In recent months, structural supply-chain fragility has been catapulted to the top of the news cycle as the ongoing repercussions of the COVID-19 pandemic echo around the world. Government-imposed orders to stay at home, international and domestic travel restrictions, and the need for physical distancing have stretched supply chains and laid bare the key bottlenecks in products’ value chains. Shortages have occurred in areas ranging from basic grocery items to electronic components.
The current pandemic is the type of event that is only likely to occur once in a lifetime. In recent years, however, supply-chain risk management has become more of a pressing issue for CEOs across industries. Vulnerabilities have been exposed by trade tensions, natural disasters, and other geo-economic disruptions.
The complexity of global industrial supply chains exponentially increases their risk. On average, an auto manufacturer has around 250 tier-one suppliers, but the number proliferates to 18,000 across the full value chain. Aerospace manufacturers have an average of 200 tier-one suppliers and 12,000 across all tiers. Finally, technology companies have an average of 125 suppliers in their tier-one group and more than 7,000 across all tiers.
Companies that cannot successfully manage those complex and, at times, opaque supply chains are at high risk, especially if they cannot mitigate the risk of increasing disruptions. Even a short disruption of 30 days or fewer can put 3 to 5 percent of EBITDA margin at stake. Recent research from the McKinsey Global Institute (MGI) has found that as much as 45 percent of one year’s EBITDA1 can be lost each decade because of disruptions.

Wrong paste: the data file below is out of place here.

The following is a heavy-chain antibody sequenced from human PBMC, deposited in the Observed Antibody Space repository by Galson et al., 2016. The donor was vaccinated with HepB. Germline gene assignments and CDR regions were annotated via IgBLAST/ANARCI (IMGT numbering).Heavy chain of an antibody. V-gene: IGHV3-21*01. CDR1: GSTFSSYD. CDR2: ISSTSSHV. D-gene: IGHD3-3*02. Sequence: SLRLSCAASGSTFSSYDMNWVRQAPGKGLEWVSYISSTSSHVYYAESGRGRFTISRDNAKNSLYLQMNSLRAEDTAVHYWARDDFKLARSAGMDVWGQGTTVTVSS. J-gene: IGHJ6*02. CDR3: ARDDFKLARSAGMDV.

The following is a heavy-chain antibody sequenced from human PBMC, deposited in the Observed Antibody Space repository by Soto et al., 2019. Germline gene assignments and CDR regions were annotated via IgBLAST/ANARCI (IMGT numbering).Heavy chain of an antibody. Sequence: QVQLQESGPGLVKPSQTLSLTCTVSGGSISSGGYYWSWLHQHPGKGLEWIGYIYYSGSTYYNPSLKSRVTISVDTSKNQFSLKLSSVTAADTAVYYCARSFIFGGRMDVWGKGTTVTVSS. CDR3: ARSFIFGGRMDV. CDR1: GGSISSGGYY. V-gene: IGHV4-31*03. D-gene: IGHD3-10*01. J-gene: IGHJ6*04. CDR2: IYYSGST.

While we cannot predict exactly when big shocks will occur, we can make a good assessment of their frequency, the severity of their impact, and the time that organizations will have to prepare for different category disruptions, including global crises, surprise catastrophes, anticipated disruptions, and idiosyncratic events (Exhibit 1).
Furthermore, we can prepare for disruptions. Now is the time for organizations to build resilience into their operating models so that they are better prepared for both minor and major disruptions in the future. There is an opportunity to build that resilience on three different fronts, if leaders are willing to take bold action and reimagine their value chain end to end. Opportunities include rethinking business models by shifting focus away from solely selling products and services, moving from a focus on vertical integration to securing control points, and building resilient and efficient industrial supply chains.
An analysis by MGI shows that some organizations are already attempting to improve resiliency, particularly with regard to dual sourcing and holding more inventory. In December 2019, 70 percent of respondents to a major MGI research survey expected to change their globalization and sourcing strategies, with 32 percent planning to move their operations closer to their consumers. In addition, 24 percent expected to diversify their supply chains across countries.